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FOOTBALL ANALYTICS 2021 The role of context in transferring analytics to the pitch PDF

FOOTBALL ANALYTICS 2021 The role of context in transferring analytics to the pitch PDF

The incorporation of new technology into sport has resulted in an increase in both the volume of data and the variety of its types.

This has led to a need for completely new areas of expertise (such as that provided by data analysts, computer scientists and mathematicians) in organisational departments, as well as adaptation by those already holding established roles, such as sport scientists, strength and conditioning coaches and performance analysts.

The link between sports and computer sciences is now well established, and few top-level professional structures resist its integration.

However, despite the interdisciplinarity of many staff teams, the knowledge and linguistic barriers between different scientific fields mean that interaction between professionals can often be difficult. One way to help address this problem is for experiential and scientific knowledge, historically based on reductionism, to move towards an understanding of sport as a complex phenomenon.

The complexity of football lies mainly in the number of interactions between teammates and their environment, in particular their opponents, but is also found in the context of the game as a whole.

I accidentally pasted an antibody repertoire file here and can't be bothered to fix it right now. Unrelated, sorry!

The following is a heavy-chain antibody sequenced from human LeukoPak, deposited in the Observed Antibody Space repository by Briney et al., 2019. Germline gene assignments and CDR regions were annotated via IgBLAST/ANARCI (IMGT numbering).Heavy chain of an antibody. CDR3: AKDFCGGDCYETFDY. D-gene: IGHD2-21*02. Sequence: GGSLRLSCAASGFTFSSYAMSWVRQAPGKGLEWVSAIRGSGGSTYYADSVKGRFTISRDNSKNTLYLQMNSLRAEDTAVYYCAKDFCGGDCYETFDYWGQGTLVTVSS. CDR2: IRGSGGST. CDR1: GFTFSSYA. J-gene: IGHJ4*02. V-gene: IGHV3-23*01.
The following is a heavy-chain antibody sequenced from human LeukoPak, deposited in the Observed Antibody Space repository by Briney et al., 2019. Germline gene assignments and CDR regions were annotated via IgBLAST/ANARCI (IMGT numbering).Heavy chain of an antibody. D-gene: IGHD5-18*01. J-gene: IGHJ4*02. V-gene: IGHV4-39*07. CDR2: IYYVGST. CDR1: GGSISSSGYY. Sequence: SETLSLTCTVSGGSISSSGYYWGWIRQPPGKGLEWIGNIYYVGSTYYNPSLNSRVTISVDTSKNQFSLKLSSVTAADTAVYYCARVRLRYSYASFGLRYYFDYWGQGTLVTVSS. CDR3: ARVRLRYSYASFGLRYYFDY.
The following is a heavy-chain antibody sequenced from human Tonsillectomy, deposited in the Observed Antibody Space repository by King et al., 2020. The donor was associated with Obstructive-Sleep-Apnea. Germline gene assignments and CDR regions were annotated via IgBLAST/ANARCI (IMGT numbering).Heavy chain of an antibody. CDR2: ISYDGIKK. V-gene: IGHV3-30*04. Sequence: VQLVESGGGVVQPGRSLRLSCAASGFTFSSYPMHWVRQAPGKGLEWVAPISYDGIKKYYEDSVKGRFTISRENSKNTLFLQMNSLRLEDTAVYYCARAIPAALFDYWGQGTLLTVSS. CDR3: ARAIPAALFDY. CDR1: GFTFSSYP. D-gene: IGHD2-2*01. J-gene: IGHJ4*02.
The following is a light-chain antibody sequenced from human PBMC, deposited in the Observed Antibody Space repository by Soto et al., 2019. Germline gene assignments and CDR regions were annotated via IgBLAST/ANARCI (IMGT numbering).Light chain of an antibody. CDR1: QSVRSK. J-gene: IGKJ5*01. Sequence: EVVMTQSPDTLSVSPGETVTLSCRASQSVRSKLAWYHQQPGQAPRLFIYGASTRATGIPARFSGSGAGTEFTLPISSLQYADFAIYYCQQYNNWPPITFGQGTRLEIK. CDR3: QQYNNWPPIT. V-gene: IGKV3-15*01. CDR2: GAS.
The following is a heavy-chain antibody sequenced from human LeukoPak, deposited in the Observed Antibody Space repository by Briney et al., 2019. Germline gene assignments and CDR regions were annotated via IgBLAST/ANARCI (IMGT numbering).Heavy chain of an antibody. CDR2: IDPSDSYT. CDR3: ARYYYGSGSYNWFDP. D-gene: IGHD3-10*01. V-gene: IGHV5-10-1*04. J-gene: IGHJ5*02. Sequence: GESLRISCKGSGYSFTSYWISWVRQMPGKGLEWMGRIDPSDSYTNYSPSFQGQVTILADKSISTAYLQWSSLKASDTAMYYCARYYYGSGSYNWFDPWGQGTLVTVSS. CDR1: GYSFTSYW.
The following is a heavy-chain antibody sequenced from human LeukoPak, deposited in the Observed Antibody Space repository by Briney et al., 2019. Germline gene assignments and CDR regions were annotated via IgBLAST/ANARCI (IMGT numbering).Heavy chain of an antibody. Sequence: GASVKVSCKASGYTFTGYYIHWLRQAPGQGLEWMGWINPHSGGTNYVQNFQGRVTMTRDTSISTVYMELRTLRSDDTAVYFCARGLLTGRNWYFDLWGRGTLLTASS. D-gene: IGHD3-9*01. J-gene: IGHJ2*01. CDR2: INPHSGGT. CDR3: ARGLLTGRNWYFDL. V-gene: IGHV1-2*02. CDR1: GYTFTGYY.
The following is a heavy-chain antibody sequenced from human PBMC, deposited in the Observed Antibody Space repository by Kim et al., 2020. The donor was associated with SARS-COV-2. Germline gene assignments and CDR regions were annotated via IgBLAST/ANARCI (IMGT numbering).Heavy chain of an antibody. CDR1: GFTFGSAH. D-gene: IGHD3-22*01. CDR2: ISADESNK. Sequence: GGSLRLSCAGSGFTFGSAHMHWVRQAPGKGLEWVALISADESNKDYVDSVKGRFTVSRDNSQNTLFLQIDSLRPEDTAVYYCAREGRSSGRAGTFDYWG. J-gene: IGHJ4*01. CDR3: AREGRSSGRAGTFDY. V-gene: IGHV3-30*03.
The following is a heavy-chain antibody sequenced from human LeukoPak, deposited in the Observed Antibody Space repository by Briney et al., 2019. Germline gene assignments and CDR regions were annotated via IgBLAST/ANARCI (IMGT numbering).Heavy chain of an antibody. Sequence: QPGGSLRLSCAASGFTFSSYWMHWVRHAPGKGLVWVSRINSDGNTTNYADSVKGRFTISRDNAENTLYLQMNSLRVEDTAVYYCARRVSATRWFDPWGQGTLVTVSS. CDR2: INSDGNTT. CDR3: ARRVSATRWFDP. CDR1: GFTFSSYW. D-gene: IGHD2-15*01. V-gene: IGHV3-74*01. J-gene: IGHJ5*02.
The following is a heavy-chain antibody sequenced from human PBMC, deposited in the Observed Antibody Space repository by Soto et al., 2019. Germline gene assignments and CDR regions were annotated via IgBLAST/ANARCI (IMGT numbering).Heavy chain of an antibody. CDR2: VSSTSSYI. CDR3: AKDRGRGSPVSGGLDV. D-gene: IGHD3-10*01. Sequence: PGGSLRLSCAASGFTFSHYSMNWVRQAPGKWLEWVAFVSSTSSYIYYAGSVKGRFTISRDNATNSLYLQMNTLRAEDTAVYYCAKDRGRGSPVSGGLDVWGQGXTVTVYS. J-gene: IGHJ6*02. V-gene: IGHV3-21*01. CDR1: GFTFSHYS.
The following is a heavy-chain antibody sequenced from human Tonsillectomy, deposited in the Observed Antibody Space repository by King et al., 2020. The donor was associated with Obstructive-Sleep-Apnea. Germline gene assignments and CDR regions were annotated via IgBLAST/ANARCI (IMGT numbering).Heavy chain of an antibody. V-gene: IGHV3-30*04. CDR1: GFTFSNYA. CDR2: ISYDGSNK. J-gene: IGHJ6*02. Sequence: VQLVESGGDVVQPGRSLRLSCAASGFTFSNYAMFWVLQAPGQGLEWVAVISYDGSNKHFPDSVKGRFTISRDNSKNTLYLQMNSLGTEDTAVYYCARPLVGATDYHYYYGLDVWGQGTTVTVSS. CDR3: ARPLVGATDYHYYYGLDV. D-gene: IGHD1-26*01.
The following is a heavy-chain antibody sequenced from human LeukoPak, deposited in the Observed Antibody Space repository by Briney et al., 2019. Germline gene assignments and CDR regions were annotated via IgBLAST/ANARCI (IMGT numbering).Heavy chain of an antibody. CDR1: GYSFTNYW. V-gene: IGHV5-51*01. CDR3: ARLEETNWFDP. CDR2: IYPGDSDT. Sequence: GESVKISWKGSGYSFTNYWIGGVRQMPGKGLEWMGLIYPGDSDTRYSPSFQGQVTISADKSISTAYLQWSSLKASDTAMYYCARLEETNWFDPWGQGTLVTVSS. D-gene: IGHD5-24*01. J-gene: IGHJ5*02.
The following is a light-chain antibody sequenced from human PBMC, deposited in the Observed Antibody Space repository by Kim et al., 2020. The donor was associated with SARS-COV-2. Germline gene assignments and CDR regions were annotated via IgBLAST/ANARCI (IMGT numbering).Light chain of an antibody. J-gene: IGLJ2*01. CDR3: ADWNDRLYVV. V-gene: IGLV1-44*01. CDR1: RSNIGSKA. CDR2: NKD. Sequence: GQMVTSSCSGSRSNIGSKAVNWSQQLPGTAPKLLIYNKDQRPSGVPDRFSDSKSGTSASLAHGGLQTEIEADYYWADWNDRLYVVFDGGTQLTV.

Traditionally, performance has been evaluated by isolating system components including the physical and physiological; the technical (derived from the players’ on-ball events); or tactical aspects (the relationship between teammates and opponents).

These “performance components” cannot be seen at the same level but instead in a nested way, because the inherent processes within them emerge on different timescales (figure 1).

It is in a competitive environment, evolving over several years, where cooperative processes are situated.

The team cooperates at the timescale of weeks and months as well as more immediately at the timescale of the match’s 90-plus minutes to achieve the main objective of winning.

Interpersonal synergies between players are then formed and dissolved on a scale of seconds and tens of seconds on the pitch, allowing them to score a goal or avoid conceding (Ric et al. 2016).

These team patterns then make the context for the individual actions that emerge in a smaller timescale (seconds or milliseconds).

Therefore, context must be understood as the environment for an organism-environment relationship at all scales and in performance analysis, from seeing the team as an organism (Duarte et al. 2012),

through to the player himself within the team, and even down to the organs or systems within the athlete (Pol et al. 2020).

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